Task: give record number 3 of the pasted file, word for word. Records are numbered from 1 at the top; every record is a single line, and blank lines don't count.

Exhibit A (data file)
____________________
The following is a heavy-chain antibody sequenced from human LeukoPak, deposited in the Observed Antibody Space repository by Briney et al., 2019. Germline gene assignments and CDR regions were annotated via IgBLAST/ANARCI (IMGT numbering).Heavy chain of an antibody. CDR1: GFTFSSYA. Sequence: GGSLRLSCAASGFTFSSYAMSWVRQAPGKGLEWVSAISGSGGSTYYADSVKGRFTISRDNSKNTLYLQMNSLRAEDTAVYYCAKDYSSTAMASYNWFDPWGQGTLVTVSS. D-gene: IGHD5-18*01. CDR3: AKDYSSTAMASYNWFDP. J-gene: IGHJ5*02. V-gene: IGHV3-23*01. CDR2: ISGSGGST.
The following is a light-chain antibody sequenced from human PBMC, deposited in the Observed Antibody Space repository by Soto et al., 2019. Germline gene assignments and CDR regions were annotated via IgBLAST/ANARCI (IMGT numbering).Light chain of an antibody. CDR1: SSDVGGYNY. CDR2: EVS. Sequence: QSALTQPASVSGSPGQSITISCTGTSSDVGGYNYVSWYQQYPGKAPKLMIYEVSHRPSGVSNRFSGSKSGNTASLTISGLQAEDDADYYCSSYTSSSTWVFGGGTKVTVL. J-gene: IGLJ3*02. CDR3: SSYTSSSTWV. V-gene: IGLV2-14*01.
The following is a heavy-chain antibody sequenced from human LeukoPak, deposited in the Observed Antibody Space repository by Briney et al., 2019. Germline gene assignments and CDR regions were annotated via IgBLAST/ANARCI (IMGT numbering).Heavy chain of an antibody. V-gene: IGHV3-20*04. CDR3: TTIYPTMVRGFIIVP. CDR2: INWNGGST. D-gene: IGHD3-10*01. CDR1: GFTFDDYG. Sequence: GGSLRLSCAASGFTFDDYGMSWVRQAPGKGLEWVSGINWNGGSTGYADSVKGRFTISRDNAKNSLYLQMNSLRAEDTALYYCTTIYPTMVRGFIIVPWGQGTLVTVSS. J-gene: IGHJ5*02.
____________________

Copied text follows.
The following is a heavy-chain antibody sequenced from human LeukoPak, deposited in the Observed Antibody Space repository by Briney et al., 2019. Germline gene assignments and CDR regions were annotated via IgBLAST/ANARCI (IMGT numbering).Heavy chain of an antibody. V-gene: IGHV3-20*04. CDR3: TTIYPTMVRGFIIVP. CDR2: INWNGGST. D-gene: IGHD3-10*01. CDR1: GFTFDDYG. Sequence: GGSLRLSCAASGFTFDDYGMSWVRQAPGKGLEWVSGINWNGGSTGYADSVKGRFTISRDNAKNSLYLQMNSLRAEDTALYYCTTIYPTMVRGFIIVPWGQGTLVTVSS. J-gene: IGHJ5*02.